The Wolverine

February 2022

The Wolverine: Covering University of Michigan Football and Sports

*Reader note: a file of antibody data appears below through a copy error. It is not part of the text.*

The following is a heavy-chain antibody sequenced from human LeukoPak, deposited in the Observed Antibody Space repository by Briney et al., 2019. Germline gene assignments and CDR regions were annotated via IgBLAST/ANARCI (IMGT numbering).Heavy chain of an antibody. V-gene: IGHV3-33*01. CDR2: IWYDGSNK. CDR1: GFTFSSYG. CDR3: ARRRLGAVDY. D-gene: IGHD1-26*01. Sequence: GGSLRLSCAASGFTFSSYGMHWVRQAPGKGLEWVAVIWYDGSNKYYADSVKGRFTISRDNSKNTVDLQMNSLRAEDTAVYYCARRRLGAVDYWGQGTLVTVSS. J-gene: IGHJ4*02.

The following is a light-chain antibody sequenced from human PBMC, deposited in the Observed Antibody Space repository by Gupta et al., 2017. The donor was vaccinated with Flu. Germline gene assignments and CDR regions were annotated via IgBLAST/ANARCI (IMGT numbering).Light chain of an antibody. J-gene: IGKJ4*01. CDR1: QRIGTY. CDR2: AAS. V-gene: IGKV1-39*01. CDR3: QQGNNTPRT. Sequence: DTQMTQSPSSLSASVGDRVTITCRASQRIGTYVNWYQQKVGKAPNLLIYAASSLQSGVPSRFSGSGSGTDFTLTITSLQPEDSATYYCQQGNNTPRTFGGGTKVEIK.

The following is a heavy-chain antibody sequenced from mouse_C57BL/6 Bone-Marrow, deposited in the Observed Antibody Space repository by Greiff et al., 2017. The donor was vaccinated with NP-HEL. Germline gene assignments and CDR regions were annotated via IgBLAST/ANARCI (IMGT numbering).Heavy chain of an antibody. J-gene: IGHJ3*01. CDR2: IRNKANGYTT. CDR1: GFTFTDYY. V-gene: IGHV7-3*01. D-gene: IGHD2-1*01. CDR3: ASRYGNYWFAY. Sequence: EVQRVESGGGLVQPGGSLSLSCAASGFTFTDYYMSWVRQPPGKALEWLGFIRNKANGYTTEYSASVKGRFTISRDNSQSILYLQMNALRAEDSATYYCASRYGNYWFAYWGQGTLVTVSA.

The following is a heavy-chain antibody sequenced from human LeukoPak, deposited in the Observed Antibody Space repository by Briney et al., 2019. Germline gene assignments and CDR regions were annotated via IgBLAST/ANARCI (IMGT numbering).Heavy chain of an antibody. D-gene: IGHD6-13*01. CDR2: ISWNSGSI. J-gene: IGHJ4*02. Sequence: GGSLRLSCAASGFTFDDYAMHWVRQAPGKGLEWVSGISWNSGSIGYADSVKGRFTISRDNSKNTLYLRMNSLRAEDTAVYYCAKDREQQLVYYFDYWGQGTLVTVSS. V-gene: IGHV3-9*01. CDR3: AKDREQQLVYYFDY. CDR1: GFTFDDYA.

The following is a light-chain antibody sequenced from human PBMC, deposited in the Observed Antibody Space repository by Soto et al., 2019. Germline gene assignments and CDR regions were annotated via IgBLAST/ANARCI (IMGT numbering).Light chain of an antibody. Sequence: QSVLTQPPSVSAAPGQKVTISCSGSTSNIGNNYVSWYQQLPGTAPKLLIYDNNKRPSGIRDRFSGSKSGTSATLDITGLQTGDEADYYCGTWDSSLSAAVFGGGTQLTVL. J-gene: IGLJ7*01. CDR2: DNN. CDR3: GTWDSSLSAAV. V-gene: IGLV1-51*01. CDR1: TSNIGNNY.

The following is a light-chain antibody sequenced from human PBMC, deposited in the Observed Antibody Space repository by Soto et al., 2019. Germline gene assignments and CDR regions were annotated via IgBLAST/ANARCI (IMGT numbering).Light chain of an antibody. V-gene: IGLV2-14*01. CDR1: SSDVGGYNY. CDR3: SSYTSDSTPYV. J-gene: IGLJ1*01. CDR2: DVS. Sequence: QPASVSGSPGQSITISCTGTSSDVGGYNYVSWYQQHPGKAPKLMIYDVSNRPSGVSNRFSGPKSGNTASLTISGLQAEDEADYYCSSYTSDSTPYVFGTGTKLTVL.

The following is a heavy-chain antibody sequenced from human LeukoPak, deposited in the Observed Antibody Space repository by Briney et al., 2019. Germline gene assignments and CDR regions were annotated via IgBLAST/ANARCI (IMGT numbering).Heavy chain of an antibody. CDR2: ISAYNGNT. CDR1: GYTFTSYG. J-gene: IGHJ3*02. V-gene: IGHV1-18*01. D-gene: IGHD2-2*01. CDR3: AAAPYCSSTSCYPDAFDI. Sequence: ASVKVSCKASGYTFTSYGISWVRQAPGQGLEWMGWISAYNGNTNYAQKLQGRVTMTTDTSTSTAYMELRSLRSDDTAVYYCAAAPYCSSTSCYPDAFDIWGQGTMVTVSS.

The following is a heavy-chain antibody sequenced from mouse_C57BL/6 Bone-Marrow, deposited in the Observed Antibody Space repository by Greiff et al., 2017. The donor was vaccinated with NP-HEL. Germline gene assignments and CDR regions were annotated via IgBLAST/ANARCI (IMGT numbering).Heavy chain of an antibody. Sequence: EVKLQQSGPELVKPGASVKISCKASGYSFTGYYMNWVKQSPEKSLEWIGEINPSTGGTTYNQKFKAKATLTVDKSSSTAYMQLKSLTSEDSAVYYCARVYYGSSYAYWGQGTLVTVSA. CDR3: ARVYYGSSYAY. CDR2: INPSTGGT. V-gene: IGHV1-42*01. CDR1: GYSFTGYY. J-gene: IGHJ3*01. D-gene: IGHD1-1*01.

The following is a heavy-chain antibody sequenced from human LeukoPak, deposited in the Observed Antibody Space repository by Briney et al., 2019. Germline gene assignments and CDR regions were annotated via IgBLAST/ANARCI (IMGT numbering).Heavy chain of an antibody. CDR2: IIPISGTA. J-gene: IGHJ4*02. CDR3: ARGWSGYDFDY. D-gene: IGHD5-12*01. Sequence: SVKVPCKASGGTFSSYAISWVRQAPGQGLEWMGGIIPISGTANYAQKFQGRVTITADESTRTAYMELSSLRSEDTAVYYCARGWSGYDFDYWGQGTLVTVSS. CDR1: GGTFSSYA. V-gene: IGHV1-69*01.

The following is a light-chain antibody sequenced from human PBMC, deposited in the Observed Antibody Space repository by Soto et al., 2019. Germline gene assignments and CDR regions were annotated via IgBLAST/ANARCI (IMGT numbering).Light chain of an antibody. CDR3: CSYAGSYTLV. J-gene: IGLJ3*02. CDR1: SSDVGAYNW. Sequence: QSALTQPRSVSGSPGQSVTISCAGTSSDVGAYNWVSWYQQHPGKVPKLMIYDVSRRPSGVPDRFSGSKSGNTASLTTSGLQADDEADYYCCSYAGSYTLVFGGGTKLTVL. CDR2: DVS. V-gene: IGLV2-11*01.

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FEBRUARY 2022 THE WOLVERINE 9 BY ANTHONY BROOME I t was never in doubt given the way the season played out, but fourth-year junior defensive end Aidan Hutchinson said his farewell to the U-M football program Jan. 5. He thanked his team- mates, family and the com- munity for his time in Ann Arbor before turning his fo- cus to the 2022 NFL Draft. "I spent years visualizing the actual moments that unfolded in my final season at Michigan," Hutchinson posted on social media. "No- vember 27, 2021 was 10 years in the making and could not have been a more unfor- gettable night with my brothers. They proved with me time and time again this season that nothing is impossible and 2 percent is still 2 percent. I will relive all those glorious moments for the rest of my life and forever be grateful to my team for joining me in giving everything we had. "My Michigan legacy is complete," he continued. "And it was truly the best time of my life. Onward and upward to the 2022 NFL Draft. Thank you for ev- erything, Wolverine Nation and beyond. Breathe in God and forever Go Blue!" Hutchinson's program-record 14 sacks and level of play from start to finish cata- pulted him up draft boards. Most mocks have had him safely inside the top two picks for several weeks. The teams that occupy those slots are now official. The Jacksonville Jaguars and Detroit Lions entered their regular-season fi- nales with the No. 1 and 2 picks, respec- tively. The Houston Texans, New York Jets and New York Giants round out the top five, in that order. Opinions on where Hutchinson lands have mainly revolved around the Jaguars and Lions. "The Jaguars should think about [the] offensive line especially if left tackle Cam Robinson doesn't return as a free agent, but with wholesale changes looming, it's hard to pass on a cornerstone defensive disruptor," Sporting News' Vinnie Iyer wrote after slotting Hutchinson at No. 1 to Jacksonville. "[He] plays with great energy and power, and is still developing his strong pass-rush moves. He's ideal for a 4-3 end, so his availability might push Jacksonville toward that kind of scheme with a new coach." ESPN's Todd McShay went a different direction in his Jan. 10 mock draft, sending Ala- bama offensive tackle Evan Neal to the Jaguars, while Hutchinson went second to the Lions. "Even with some late-sea- son victories, the Lions still land the player they would've selected at No. 1," McShay said. "Hutchinson would come to Detroit and instantly become the star of their defense, his attitude matching that of his head coach Dan Campbell." The perpetually rebuilding Lions need a franchise quar- terback in a draft that may not feature one. That kicks the door wide open for the Wolverine star to play 45 minutes away from where he spent his college years. "Detroit is loaded with draft capital and there is no need to force a quarter- back if there isn't one they fully believe in," The Draft Network's Joe Marino said. "With that in mind, Detroit's philosophy should simply be to add good football players and not be married to needs, es- pecially this high in the draft. "Aidan Hutchinson is the perfect mar- riage of a blue-chip prospect at a pre- mium position of need. The Michigan roots are the icing on the cake for a guy with the potential to be a game-wrecker in the NFL." Hutchinson and his fellow Michigan draft hopefuls have begun work on the pre-draft process. The 2022 NFL Draft is set for April 28-30 at Las Vegas. ❑ Inside Michigan ATHLETICS The NFL Draft Order Is Set At The Top Of The Board, Where Aidan Hutchinson Is Projected To Go Hutchinson set a program record with 14 sacks in 2021 and is predicted to be a top-two pick in the 2022 NFL Draft as of mid-January. PHOTO BY LON HORWEDEL

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